The staffing business had been pretty good to 47-year-old Susan Yerdon of Groveland, Massachusetts. In fact, it was the only work she has done for the past 27 years, and in the past five years alone she netted more than $700,000. The only problem during that most recent period is she was only "pretending" to operate staffing companies. 

Prosecutors say Yerdon was the mastermind in a lucrative scheme to steal money from lenders through fictitious companies. She and her co-conspirators set up a series of shell companies with names like “Pro Factor,” “Pro Force,” “Argent,” “Quantum,” and “Pro Flex,” according to this article in the Salem News, and then set up phony lists of clients.  

For her efforts, Yerdon was sentenced to up to six years in state prison, after pleading guilty to money laundering and other charges. She also agreed to testify against some of her codefendants in the fraud.

The scam

Yerdon reportedly falsified financial records and other documents, even going so far as creating fictitious email exchanges between the fake staffing firms and the fake clients.  

Prosecutors told the court she would then approach business lenders and companies that purchase accounts receivables from businesses, and obtain financing. Those lenders were located all over the country.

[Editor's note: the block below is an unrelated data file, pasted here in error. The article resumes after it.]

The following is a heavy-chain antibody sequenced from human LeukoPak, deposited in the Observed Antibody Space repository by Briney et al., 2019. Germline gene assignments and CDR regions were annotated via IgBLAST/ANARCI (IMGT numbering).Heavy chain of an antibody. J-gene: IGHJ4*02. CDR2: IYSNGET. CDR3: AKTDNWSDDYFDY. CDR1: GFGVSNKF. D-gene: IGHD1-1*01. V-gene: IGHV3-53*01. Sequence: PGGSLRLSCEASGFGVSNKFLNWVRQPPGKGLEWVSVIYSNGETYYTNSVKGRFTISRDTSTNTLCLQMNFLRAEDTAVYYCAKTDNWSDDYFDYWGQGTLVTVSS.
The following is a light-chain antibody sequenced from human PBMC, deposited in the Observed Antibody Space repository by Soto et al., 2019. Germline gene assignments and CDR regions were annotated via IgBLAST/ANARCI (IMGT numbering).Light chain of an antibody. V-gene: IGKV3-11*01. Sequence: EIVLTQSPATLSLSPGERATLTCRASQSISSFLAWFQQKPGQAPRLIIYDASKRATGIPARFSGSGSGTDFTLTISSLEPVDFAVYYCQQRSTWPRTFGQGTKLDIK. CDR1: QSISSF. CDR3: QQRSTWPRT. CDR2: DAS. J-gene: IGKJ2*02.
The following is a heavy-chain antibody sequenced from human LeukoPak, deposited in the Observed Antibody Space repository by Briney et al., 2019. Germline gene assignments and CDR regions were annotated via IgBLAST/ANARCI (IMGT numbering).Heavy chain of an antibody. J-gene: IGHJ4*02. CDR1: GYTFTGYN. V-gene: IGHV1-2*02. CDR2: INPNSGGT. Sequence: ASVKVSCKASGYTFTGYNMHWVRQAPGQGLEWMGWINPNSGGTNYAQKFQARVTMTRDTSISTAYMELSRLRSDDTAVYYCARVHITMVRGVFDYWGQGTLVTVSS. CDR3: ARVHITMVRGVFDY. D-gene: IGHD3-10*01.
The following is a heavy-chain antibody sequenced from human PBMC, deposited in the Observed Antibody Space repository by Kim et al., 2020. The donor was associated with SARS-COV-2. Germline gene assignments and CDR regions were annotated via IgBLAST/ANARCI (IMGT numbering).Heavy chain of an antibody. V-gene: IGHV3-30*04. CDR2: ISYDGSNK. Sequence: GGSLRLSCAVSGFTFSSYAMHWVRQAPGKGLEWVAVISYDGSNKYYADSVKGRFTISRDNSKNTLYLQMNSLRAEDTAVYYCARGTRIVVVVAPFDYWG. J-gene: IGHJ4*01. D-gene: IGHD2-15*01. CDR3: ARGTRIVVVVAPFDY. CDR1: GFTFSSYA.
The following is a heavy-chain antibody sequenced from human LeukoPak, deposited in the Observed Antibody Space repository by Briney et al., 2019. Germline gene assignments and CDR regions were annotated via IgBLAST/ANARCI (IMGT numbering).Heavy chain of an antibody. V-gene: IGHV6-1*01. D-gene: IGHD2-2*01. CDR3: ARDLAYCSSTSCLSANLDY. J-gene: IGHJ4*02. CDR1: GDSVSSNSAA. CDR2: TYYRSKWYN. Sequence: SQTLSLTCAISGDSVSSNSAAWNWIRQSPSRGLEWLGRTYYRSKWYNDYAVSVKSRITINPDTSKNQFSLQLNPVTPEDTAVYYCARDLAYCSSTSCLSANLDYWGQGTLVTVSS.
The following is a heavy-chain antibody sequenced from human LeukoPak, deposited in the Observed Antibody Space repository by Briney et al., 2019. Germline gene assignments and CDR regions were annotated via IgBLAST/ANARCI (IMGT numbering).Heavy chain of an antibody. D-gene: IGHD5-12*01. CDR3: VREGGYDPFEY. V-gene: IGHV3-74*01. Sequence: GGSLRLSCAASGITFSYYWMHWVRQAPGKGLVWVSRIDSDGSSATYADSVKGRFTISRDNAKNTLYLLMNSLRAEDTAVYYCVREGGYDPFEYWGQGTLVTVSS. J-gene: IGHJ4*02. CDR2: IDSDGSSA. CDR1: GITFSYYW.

The scheme went on between 2010 and this past February, when Yerdon and five others were arrested following an investigation by Massachusetts state police as well as local authorities.

How she got caught

The way Yerdon got discovered was strange in its own right. Having burned through the credit of one of the co-conspirators,  Yerdon obtained the personal information of a Massachusetts man who had simply bought a used car at a New Hampshire used car dealership. 

That man was ultimately sued by the creditor who had issued a loan to a company created unknowingly in his name by Yerdon.  The move destroyed the man’s credit and touched off the much wider investigation into Yerdon's shenanigans. 

While it lasted though, Yerdon and her cohorts were living it up in style. Yerdon was renting a large home furnished with antiques and high-end appliances. She had a closet full of designer clothes and shoes, carried a leather Gucci purse and wore a gold Rolex. 

Her garage was also full of luxury automobiles, including a Mercedes and a Lexus, that those in court got to see through photos.

Under the terms of her sentencing, Yerdon will also spend 10 years on probation for larceny, identity fraud, conspiracy and other charges.

She will be required to stay employed and pay all of her taxes. The prosecutor also noted that Yerdon currently has a number of civil judgments and tax liens against her that she’ll have to face when she gets out of prison.